While it is wisest to avoid driving in the snow, sometimes it is unavoidable. There is no substitute for getting hands-on winter driving lessons at a nearby driving school, but here are some basic ways to make sure that both you and your vehicle are prepared to handle issues that arise when the weather is snowy
Use Snow Tires
Get tires that are meant to perform in snowy weather. Make sure you purchase tires known as “snow tires” or “winter tires.” These tires are softer and have a tread design that provides better traction and road-gripping abilities for your car. The tires that meet the tire-industry traction standard have a “snowflake on the mountain” symbol on the sidewall.
Check and Use Your Lights
Before you drive, make sure the lights in the front and tail of your car aren’t broken, dirty or covered by snow. While you are on the road, turn on your lights to make yourself visible to other drivers.
Make sure that your windows are clean inside and out. Replace your windshield wiper blades if they are not in top-notch condition. If you live in a particularly snowy area, snow blades may be a good investment. Apply a water-shedding material to the outside of the car’s windows and its mirrors. Also have a mechanic test your car’s anti-freeze/coolant to ensure that it will adequately protect your vehicle. To vastly improve driving visibility, try to drive only when it is light outside.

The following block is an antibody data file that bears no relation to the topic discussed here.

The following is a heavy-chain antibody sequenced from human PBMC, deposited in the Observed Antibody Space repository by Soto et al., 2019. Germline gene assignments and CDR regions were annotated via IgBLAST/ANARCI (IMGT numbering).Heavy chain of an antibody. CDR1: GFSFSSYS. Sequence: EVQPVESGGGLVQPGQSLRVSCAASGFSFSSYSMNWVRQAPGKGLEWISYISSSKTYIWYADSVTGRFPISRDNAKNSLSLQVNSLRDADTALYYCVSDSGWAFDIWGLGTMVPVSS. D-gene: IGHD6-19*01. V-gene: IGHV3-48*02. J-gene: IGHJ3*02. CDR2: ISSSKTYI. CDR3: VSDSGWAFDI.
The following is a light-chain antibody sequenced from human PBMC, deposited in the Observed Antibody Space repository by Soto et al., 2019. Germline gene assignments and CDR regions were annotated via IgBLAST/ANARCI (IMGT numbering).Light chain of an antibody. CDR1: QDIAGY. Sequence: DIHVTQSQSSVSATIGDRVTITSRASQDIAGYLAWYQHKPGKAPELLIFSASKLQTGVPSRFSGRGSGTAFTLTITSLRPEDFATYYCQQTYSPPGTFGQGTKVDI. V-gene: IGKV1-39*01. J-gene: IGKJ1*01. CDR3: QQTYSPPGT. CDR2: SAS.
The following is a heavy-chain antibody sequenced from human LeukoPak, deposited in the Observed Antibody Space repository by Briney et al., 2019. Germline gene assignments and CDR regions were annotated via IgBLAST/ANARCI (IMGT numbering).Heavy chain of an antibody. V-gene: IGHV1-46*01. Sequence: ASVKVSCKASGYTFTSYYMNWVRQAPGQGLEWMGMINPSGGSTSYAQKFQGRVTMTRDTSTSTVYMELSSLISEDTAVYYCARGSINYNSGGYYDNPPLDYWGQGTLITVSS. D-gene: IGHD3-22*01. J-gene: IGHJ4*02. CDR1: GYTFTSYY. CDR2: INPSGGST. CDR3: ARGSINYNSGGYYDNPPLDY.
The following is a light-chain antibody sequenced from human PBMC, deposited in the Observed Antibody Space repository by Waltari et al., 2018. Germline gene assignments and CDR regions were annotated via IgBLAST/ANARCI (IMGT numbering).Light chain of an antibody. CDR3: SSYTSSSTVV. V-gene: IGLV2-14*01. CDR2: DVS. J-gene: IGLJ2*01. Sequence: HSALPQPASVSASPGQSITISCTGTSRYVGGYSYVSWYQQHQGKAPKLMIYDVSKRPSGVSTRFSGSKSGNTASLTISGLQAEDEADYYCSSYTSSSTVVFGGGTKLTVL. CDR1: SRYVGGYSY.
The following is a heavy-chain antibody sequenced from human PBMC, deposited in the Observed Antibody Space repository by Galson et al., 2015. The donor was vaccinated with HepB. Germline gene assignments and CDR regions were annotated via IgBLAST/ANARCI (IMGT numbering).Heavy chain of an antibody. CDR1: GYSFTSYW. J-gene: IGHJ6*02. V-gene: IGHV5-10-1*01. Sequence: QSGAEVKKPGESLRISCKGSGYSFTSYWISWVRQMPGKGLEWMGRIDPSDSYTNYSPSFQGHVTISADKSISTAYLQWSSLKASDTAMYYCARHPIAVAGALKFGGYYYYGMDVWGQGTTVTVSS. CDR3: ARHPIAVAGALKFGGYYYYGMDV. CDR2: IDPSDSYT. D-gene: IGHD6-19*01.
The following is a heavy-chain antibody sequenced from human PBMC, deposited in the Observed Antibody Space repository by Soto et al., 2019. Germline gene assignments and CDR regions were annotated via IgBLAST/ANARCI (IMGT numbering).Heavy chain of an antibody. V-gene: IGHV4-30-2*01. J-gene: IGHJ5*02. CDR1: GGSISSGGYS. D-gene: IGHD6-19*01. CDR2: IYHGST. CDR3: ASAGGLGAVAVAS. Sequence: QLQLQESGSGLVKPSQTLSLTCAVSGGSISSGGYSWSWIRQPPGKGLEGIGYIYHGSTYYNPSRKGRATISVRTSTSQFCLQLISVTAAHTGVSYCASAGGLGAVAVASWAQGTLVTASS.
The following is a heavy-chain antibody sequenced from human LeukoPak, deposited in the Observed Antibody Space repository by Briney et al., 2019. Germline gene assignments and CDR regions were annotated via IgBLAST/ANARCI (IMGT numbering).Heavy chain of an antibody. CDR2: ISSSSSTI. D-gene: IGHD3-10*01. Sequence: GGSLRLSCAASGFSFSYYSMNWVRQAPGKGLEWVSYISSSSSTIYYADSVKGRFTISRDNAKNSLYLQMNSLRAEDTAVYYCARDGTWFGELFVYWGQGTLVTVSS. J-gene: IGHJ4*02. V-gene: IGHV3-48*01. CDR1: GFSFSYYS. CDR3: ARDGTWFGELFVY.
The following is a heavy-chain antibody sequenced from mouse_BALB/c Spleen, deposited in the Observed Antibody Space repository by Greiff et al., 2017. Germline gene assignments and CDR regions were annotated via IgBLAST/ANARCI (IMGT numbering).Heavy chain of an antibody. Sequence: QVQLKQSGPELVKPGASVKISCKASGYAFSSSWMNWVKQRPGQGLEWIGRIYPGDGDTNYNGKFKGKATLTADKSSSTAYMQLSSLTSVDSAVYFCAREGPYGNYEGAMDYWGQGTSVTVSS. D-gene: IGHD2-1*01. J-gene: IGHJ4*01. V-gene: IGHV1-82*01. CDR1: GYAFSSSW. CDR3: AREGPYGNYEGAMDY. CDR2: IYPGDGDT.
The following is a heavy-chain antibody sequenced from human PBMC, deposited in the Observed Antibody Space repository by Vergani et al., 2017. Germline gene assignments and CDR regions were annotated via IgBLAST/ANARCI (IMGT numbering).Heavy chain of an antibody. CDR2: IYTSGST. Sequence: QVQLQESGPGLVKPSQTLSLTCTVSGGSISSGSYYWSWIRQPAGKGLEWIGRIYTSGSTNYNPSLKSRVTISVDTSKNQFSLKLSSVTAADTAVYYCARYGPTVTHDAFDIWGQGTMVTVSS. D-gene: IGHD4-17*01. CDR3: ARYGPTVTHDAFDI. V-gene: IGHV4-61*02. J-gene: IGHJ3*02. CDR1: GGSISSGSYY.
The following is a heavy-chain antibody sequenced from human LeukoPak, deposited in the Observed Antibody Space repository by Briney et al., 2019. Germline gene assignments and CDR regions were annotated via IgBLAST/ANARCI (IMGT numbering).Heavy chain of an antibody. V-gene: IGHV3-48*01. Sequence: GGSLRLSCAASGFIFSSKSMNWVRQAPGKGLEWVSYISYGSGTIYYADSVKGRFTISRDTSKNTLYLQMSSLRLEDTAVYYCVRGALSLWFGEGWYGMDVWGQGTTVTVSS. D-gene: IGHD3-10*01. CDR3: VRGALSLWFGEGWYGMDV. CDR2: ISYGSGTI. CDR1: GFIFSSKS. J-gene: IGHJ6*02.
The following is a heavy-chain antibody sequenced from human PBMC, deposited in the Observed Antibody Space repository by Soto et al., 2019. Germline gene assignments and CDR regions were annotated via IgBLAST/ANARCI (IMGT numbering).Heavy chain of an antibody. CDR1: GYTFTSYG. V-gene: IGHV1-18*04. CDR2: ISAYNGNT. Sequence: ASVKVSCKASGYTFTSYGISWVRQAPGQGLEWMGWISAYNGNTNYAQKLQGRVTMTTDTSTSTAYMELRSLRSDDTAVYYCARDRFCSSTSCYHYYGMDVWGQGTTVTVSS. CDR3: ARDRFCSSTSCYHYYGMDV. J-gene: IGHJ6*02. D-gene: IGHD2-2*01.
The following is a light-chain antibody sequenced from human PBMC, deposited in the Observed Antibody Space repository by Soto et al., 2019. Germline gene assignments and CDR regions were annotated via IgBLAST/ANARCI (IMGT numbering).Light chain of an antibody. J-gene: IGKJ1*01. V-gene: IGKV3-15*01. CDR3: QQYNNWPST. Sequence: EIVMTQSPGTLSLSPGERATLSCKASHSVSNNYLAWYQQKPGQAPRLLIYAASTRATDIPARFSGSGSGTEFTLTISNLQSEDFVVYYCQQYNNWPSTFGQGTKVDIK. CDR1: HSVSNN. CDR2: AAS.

Avoid Inside Condensation
Before you get in your vehicle, check your shoes to make sure they are not too icy. If they are covered by snow, remove as much as you can as you’re getting in the car. The moisture that comes from the shoe ice melting can cause the windows to become foggy on the inside. If condensation starts to fog up the inside of your windows, run your air conditioner for a few minutes and turn off the air circulation option. The air conditioner, whether you have it set to cold or hot, helps dry out the inside of the car.
Learn to Use Your Brakes
Depending on the type of brakes your car has (with an anti-lock braking system or not) you may need to employ different tactics. If you don’t have ABS, pump the brakes gently — don’t stab the brakes. If you do have ABS, press firmly on the pedal to engage the system, which will then pump the brakes for you.
Avoid Black Ice Slips
“Black ice” or “glare ice” is ice that stays on roadways that don’t get direct sunlight. It often goes unnoticed or looks like a little puddle on the road. Be aware that you may run across black ice on roads that wind around lakes and rivers, on overpasses, in shaded areas or in tunnels. To avoid black ice emergencies, slow down when it is snowing or after it has snowed. While this is especially true if you are in an area that may not see much sunlight, slowing your car can also help you avoid a variety of emergencies like ones that involve other vehicles.
Pack an Emergency Kit
In case an accident or other emergency occurs, it is wise to invest in a set of emergency supplies. The list of supplies to have in your vehicle may include:
-Matches and candle
-C.B. radio or cell phone